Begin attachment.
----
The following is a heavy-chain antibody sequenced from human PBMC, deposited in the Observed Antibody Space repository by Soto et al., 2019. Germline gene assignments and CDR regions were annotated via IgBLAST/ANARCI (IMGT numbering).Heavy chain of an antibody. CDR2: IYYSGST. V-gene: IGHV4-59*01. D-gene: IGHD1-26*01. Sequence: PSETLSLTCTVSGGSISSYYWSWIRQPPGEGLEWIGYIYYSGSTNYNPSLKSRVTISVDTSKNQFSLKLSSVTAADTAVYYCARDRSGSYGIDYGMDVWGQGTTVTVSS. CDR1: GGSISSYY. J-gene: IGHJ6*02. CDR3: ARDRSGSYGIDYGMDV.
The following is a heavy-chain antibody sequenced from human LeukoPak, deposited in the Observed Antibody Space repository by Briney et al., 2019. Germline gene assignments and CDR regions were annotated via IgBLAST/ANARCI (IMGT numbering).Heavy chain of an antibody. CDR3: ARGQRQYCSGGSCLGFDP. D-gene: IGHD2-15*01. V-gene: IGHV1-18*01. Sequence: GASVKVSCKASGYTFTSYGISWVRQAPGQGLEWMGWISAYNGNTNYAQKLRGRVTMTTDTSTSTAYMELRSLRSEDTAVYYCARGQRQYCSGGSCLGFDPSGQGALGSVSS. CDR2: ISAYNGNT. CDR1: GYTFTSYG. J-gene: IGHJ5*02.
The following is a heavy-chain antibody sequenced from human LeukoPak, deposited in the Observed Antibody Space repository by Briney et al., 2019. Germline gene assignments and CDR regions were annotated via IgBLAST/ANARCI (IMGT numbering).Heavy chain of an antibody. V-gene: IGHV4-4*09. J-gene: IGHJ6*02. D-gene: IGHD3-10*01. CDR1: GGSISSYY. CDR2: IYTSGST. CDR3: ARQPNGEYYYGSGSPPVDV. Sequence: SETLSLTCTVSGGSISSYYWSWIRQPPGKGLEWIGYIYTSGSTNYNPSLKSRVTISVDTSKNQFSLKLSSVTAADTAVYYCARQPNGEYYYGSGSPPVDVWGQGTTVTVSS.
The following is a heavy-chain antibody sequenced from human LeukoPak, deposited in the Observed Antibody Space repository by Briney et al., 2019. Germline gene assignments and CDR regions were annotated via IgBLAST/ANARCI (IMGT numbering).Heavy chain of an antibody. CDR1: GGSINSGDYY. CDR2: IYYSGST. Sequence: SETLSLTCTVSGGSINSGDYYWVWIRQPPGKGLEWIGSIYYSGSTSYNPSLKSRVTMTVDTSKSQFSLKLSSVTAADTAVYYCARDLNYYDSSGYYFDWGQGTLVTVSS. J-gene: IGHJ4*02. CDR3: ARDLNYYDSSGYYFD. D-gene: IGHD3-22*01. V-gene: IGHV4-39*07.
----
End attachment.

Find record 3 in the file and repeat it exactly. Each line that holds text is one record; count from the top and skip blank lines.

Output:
The following is a heavy-chain antibody sequenced from human LeukoPak, deposited in the Observed Antibody Space repository by Briney et al., 2019. Germline gene assignments and CDR regions were annotated via IgBLAST/ANARCI (IMGT numbering).Heavy chain of an antibody. V-gene: IGHV4-4*09. J-gene: IGHJ6*02. D-gene: IGHD3-10*01. CDR1: GGSISSYY. CDR2: IYTSGST. CDR3: ARQPNGEYYYGSGSPPVDV. Sequence: SETLSLTCTVSGGSISSYYWSWIRQPPGKGLEWIGYIYTSGSTNYNPSLKSRVTISVDTSKNQFSLKLSSVTAADTAVYYCARQPNGEYYYGSGSPPVDVWGQGTTVTVSS.